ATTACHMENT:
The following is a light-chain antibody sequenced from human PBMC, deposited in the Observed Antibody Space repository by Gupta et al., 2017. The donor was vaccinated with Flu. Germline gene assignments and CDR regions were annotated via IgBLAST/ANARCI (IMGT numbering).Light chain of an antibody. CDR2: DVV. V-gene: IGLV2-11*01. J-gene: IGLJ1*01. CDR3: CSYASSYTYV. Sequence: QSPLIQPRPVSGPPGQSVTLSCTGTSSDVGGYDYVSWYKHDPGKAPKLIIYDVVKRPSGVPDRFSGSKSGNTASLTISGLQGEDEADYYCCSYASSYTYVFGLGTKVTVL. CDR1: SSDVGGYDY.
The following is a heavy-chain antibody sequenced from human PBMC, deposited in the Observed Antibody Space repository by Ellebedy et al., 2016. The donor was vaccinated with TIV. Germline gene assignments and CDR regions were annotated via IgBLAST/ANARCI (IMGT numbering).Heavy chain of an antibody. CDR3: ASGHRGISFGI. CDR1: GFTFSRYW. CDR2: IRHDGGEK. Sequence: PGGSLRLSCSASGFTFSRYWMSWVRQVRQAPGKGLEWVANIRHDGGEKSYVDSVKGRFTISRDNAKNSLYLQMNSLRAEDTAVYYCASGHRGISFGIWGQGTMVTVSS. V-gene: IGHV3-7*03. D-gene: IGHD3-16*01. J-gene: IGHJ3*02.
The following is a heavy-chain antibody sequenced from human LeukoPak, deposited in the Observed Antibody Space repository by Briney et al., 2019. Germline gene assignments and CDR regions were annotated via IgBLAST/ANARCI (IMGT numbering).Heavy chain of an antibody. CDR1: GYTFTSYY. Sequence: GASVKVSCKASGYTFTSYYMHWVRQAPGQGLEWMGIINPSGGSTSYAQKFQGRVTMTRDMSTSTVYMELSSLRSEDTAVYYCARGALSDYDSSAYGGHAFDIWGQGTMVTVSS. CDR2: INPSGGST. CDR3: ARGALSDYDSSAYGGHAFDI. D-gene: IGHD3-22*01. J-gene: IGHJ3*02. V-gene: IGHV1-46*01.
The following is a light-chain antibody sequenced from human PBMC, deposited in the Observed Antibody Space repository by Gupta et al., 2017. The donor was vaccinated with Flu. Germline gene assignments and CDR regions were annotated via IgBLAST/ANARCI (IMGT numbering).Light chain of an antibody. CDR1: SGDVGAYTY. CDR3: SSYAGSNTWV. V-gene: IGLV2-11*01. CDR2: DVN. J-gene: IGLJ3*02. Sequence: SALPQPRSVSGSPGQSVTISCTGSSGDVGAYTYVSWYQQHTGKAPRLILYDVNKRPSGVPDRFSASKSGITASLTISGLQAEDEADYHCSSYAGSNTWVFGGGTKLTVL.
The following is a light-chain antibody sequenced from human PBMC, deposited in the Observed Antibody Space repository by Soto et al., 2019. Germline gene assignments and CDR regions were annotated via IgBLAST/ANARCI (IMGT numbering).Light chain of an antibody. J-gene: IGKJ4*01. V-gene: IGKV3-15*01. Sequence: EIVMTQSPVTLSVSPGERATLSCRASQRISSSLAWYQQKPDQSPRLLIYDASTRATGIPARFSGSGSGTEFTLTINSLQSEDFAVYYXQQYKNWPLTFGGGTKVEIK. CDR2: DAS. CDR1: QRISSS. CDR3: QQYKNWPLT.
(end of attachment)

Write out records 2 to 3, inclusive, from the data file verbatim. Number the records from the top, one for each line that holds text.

The following is a heavy-chain antibody sequenced from human PBMC, deposited in the Observed Antibody Space repository by Ellebedy et al., 2016. The donor was vaccinated with TIV. Germline gene assignments and CDR regions were annotated via IgBLAST/ANARCI (IMGT numbering).Heavy chain of an antibody. CDR3: ASGHRGISFGI. CDR1: GFTFSRYW. CDR2: IRHDGGEK. Sequence: PGGSLRLSCSASGFTFSRYWMSWVRQVRQAPGKGLEWVANIRHDGGEKSYVDSVKGRFTISRDNAKNSLYLQMNSLRAEDTAVYYCASGHRGISFGIWGQGTMVTVSS. V-gene: IGHV3-7*03. D-gene: IGHD3-16*01. J-gene: IGHJ3*02.
The following is a heavy-chain antibody sequenced from human LeukoPak, deposited in the Observed Antibody Space repository by Briney et al., 2019. Germline gene assignments and CDR regions were annotated via IgBLAST/ANARCI (IMGT numbering).Heavy chain of an antibody. CDR1: GYTFTSYY. Sequence: GASVKVSCKASGYTFTSYYMHWVRQAPGQGLEWMGIINPSGGSTSYAQKFQGRVTMTRDMSTSTVYMELSSLRSEDTAVYYCARGALSDYDSSAYGGHAFDIWGQGTMVTVSS. CDR2: INPSGGST. CDR3: ARGALSDYDSSAYGGHAFDI. D-gene: IGHD3-22*01. J-gene: IGHJ3*02. V-gene: IGHV1-46*01.